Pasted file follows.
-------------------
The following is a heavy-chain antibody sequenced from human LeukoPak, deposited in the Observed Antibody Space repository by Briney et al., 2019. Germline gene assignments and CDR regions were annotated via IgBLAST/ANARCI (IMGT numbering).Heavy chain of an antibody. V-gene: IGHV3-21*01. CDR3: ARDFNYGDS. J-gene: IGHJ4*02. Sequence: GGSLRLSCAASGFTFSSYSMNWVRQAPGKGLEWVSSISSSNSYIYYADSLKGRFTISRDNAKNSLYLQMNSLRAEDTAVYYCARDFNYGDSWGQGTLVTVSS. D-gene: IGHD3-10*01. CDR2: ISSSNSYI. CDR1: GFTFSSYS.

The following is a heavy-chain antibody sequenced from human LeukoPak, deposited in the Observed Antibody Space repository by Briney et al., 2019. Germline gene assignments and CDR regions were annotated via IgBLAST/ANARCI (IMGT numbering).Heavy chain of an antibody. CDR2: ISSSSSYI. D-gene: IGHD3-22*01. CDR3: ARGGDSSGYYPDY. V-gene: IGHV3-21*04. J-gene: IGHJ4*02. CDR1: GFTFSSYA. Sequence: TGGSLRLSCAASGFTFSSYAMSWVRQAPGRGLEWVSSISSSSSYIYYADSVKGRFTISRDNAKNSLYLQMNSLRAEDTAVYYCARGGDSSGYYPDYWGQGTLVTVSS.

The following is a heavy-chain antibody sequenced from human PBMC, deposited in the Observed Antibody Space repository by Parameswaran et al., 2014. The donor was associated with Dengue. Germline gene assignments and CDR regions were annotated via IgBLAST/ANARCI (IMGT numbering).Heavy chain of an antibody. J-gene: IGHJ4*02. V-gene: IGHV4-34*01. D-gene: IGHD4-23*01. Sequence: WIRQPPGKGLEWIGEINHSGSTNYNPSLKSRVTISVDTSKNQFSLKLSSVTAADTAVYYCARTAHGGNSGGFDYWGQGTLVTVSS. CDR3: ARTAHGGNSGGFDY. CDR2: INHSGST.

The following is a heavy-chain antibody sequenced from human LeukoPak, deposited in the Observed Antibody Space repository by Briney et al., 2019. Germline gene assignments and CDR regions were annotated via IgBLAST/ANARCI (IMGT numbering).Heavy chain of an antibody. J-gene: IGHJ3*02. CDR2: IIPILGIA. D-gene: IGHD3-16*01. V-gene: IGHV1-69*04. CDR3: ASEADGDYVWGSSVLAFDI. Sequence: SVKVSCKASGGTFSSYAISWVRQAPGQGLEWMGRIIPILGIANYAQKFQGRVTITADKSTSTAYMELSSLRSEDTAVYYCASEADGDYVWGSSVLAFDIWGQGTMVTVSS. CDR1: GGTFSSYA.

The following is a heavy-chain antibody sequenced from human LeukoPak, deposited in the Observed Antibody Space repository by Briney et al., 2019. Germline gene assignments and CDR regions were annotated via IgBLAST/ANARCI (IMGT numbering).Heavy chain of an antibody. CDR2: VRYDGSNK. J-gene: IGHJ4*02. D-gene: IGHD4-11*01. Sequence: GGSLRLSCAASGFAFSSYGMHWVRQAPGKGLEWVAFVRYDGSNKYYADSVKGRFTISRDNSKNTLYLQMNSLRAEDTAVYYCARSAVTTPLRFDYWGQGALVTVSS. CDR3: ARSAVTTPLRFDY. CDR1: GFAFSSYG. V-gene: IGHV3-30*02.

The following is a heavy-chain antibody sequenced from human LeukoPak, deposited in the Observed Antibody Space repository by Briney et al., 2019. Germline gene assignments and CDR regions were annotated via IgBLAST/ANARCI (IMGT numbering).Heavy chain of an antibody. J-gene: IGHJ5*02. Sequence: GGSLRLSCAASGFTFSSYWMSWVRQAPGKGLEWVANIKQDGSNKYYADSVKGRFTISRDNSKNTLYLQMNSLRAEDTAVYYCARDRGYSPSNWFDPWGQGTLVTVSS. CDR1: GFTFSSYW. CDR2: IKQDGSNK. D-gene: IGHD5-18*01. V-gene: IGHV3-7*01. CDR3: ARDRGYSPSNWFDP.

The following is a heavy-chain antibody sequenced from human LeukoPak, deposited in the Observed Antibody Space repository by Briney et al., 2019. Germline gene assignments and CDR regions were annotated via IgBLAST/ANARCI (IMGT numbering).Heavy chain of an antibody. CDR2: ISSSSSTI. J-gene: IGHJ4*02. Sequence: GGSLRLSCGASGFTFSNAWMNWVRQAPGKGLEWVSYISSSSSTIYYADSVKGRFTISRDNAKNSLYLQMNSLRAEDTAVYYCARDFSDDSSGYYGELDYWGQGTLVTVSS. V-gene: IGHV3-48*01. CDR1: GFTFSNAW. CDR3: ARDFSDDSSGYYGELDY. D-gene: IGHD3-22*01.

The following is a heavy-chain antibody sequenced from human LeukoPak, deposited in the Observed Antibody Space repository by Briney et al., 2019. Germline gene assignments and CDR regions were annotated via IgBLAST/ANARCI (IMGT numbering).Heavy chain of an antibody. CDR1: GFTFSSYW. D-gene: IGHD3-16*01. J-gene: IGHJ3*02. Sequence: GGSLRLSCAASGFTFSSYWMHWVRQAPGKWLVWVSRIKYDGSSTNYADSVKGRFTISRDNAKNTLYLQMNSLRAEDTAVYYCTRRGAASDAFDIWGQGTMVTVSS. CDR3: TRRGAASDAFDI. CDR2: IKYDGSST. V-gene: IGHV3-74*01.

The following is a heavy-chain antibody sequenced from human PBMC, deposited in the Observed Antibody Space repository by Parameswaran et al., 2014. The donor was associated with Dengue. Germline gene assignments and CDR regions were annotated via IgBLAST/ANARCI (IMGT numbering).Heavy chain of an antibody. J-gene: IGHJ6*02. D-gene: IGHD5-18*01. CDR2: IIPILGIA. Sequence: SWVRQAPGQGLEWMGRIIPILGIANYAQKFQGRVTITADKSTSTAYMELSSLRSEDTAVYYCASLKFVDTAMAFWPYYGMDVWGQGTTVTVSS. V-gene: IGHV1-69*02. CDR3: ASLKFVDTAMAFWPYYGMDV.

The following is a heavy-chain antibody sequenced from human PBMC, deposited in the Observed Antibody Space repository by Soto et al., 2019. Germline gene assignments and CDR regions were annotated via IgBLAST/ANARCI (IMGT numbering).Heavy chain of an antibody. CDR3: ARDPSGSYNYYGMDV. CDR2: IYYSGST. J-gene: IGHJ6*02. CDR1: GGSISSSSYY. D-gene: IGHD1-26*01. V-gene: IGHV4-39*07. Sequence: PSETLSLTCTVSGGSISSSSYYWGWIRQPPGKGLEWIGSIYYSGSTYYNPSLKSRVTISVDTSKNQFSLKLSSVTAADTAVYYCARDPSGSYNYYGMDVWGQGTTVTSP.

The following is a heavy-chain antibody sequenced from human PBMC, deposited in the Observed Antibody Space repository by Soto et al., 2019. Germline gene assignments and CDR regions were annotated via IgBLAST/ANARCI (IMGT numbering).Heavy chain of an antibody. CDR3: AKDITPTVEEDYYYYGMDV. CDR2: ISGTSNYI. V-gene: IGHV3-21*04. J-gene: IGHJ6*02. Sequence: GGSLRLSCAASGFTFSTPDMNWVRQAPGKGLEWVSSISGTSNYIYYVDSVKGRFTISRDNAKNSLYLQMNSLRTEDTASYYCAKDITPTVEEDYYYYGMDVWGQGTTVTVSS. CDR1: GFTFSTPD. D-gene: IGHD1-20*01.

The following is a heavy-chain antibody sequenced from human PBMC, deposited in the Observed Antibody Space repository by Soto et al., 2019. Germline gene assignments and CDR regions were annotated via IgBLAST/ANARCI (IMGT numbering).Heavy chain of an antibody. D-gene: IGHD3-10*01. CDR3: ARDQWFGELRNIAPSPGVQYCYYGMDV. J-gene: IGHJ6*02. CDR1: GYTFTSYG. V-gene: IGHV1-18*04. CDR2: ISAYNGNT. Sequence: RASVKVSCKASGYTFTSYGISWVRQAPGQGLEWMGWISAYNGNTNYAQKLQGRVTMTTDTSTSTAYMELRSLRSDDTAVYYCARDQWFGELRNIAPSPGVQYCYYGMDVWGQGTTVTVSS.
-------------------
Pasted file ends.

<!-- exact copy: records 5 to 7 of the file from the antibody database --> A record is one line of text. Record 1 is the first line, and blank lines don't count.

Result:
The following is a heavy-chain antibody sequenced from human LeukoPak, deposited in the Observed Antibody Space repository by Briney et al., 2019. Germline gene assignments and CDR regions were annotated via IgBLAST/ANARCI (IMGT numbering).Heavy chain of an antibody. CDR2: VRYDGSNK. J-gene: IGHJ4*02. D-gene: IGHD4-11*01. Sequence: GGSLRLSCAASGFAFSSYGMHWVRQAPGKGLEWVAFVRYDGSNKYYADSVKGRFTISRDNSKNTLYLQMNSLRAEDTAVYYCARSAVTTPLRFDYWGQGALVTVSS. CDR3: ARSAVTTPLRFDY. CDR1: GFAFSSYG. V-gene: IGHV3-30*02.

The following is a heavy-chain antibody sequenced from human LeukoPak, deposited in the Observed Antibody Space repository by Briney et al., 2019. Germline gene assignments and CDR regions were annotated via IgBLAST/ANARCI (IMGT numbering).Heavy chain of an antibody. J-gene: IGHJ5*02. Sequence: GGSLRLSCAASGFTFSSYWMSWVRQAPGKGLEWVANIKQDGSNKYYADSVKGRFTISRDNSKNTLYLQMNSLRAEDTAVYYCARDRGYSPSNWFDPWGQGTLVTVSS. CDR1: GFTFSSYW. CDR2: IKQDGSNK. D-gene: IGHD5-18*01. V-gene: IGHV3-7*01. CDR3: ARDRGYSPSNWFDP.

The following is a heavy-chain antibody sequenced from human LeukoPak, deposited in the Observed Antibody Space repository by Briney et al., 2019. Germline gene assignments and CDR regions were annotated via IgBLAST/ANARCI (IMGT numbering).Heavy chain of an antibody. CDR2: ISSSSSTI. J-gene: IGHJ4*02. Sequence: GGSLRLSCGASGFTFSNAWMNWVRQAPGKGLEWVSYISSSSSTIYYADSVKGRFTISRDNAKNSLYLQMNSLRAEDTAVYYCARDFSDDSSGYYGELDYWGQGTLVTVSS. V-gene: IGHV3-48*01. CDR1: GFTFSNAW. CDR3: ARDFSDDSSGYYGELDY. D-gene: IGHD3-22*01.